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Child finds loaded gun in bathroom at Wal-Mart

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Weapon's owner charged in wake of girl's discovery

By Alex Bridges -- abridges@nvdaily.com

WINCHESTER -- A girl found a loaded gun in a Wal-Mart bathroom last month, according to Frederick County authorities.

Now the owner of the firearm stands accused of recklessly leaving the firearm for a child to find.

A deputy charged Tammy Renea Costello, 49, of 802 Enfield Drive, Winchester, with one count of recklessly leaving "a loaded, unsecured firearm so as to endanger the life or limb of a child of less than 14 years old. The charge is a class 3 misdemeanor. The offense is a class 1 misdemeanor if the child is under the age of 12.

Deputy S.A. Moore responded to Wal-Mart on U.S. 50 west of Winchester on March 26 for a report of a loaded firearm found in a women's restroom. Store employee Seth Flickinger's 12-year-old daughter found the firearm on top of the toilet paper dispenser, according to a criminal complaint filed in the case in Frederick County General District Court on Monday.

"[Flickinger] had her retrieve it and turn it over to him, then he turned it in to the customer service desk," the complaint states. "The firearm, a .38-caliber Taurus ultra lite revolver, was loaded when it was found."

Costello returned to Wal-Mart to try to locate her gun and was told it had been turned over to the Sheriff's Office, according to the complaint. Costello went to the Sheriff's Office headquarters, showed proof of ownership and the gun was returned to her.

"She said she dropped her purse and all of the contents spilled onto the floor and she didn't notice the gun was missing until she was nearly home," the complaint states.
Moore served Costello the summons Saturday afternoon.

While the firearm did not discharge, according to the court documents, accidental shootings have resulting in hospitalization and death.

The Virginia Center for Vital Statistics reports eight children under the age of 18 died in unintentional firearm-related incidents between 2006 and 2009, the latest year available, according to Stephanie Goodman, injury data and evaluation coordinator with Division of Prevention and Health Promotion in the Virginia Department of Health's Office of Family Health Services.

During that same period, the state saw 79 youths hospitalized for unintentional firearm-related injuries, including 20 in 2009 alone. Of the total between 2006 and 2009, 56 percent of the hospitalizations were for children ages 14-17, Goodman states, citing a patient database from Virginia Health Information Inc.

Data from both sources includes only those Virginia residents who die in the state or are hospitalized in a non-military or non-veteran's facility.

Data does not include those injured and seen by hospital emergency departments, doctors' offices or urgent care clinics, according to Goodman.


The next time a child finds a set of car keys in a bathroom, will the NVD please give us the satistics of how many time children have been injured, because of the neglence or the oversite of the car owner.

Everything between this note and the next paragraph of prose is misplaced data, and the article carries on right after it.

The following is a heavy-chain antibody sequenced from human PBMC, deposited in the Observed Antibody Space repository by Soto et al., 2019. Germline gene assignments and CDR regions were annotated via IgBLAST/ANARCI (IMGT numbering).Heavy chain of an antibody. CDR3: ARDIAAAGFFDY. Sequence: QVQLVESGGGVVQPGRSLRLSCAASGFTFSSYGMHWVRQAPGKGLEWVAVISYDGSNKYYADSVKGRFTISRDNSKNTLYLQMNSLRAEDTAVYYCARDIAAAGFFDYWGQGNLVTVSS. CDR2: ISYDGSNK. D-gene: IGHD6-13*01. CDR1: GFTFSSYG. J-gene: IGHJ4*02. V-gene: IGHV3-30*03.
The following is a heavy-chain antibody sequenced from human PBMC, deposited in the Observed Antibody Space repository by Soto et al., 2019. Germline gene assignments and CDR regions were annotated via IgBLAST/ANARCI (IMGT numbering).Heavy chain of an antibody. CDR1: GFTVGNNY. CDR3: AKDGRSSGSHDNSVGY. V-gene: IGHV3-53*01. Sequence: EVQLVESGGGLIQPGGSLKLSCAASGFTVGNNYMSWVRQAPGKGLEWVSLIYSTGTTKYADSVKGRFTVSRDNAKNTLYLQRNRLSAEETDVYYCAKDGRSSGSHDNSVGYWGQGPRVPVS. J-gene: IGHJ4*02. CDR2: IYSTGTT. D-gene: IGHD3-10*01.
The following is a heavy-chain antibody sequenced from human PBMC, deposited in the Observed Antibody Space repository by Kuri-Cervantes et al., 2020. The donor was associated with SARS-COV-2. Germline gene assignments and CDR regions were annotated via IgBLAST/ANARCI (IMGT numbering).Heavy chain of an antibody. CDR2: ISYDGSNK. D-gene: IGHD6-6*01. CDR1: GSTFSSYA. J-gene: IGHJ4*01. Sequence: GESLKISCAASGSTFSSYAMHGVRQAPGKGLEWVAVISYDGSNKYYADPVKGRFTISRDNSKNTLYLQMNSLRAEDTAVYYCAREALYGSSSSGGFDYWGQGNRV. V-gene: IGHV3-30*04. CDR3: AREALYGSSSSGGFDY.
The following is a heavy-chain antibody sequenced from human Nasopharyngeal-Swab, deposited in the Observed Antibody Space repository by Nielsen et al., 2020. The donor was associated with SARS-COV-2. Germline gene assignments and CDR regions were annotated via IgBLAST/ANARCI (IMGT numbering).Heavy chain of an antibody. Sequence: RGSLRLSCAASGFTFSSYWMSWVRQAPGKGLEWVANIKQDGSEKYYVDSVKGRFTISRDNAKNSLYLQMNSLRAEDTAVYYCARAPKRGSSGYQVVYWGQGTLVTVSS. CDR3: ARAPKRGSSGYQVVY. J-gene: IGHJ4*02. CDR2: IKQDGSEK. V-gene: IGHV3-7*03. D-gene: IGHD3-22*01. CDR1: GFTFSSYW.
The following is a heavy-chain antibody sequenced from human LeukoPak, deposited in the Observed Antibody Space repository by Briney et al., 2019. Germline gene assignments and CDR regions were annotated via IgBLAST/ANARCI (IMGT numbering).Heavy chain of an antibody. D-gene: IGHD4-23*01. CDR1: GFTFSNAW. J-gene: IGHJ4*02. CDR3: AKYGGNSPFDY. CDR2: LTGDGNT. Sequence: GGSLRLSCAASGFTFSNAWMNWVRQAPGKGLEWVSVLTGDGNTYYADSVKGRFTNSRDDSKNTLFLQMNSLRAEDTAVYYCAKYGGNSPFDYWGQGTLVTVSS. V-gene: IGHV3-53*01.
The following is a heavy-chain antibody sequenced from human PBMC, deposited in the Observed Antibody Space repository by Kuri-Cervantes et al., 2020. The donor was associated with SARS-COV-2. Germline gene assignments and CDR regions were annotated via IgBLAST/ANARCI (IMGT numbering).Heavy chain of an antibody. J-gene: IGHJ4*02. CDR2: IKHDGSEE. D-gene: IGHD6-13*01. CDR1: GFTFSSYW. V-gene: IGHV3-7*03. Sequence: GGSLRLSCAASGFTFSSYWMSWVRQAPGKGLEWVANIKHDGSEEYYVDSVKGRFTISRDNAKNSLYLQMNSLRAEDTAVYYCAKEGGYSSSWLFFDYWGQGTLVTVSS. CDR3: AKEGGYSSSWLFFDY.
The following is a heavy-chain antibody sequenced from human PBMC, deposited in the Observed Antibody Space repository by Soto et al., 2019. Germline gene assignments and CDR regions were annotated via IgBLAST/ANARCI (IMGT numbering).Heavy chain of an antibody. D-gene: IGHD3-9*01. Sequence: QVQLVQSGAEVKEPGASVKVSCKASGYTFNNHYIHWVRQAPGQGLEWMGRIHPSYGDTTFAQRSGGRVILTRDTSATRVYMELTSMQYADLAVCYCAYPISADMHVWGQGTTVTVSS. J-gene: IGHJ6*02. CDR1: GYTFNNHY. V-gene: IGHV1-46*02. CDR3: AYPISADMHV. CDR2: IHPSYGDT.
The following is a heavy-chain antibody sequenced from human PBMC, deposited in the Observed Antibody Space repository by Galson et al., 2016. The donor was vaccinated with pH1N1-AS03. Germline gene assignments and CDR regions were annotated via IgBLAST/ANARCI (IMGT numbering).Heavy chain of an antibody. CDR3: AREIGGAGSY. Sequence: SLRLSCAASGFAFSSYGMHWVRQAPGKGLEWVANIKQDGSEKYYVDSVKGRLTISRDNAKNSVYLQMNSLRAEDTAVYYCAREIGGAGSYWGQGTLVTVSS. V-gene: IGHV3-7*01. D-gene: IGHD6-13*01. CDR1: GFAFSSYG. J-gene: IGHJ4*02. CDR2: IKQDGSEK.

First of all, if the contents of her bag fell on the floor, and she didn't miss it till she got home, how did it get on the toilet paper dispenser? They usually have hooks on the door for your purse, and it should have been in a zippered section if she had to have it with her.

The article did not say, but I would think she had a concealed carry permit?

"While the firearm did not discharge, according to the court documents, accidental shootings have resulting in hospitalization and death."

This is so incredibly poorly written that I can't begin to explain it to you. I might recommend remedial classes, if I were your employer.

"During that same period, the state saw 79 youths hospitalized for unintentional firearm-related injuries, including 20 in 2009 alone."

That strikes me as pretty reasonable. Of course ideally it would be zero, but your chances of getting struck by lightning are probably higher.

This is the best possible thing that could have happened in this situation. The child reported the gun without touching it, no one was hurt, and the lady learned the dangers of carrying off-body. Maybe she'll consider an ankle holster, or an IWB holster depending on her attire.

I am aghast at your comparison of finding car keys in a public restroom to a child finding a loaded gun in the restroom! Seemingly, you consider both matters trivial. What the heck is wrong with people anymore? Would it have been more newsworthy had the child who found the loaded gun been injured or worse?

There is alot of uncertains in this story, an awlful written report on the reporters behalf. I can't believe the sheriff's dept. returned the weapon to this woman especailly without arrestting her for wrecklious indangerment of a loaded firearm. I'm a ccw carrier and I know where my firearm is at all times and I don't do anything stupid that would endanger anyone else, especailly lose my firearm where a small child or anyone else is going to be able to get ahold of it. What would this woman have done if a criminal minded person would have found her gun and went out and committed a crime or killed someone then left it behind for the police to find then she would have a lot of explaining to do on how her gun got used to kill someone and why she didn't report it missing before hand, that should have been the first thing she done as she was returning to wal mart to see if it had been found this whole story sounds to fishy and full of holes.

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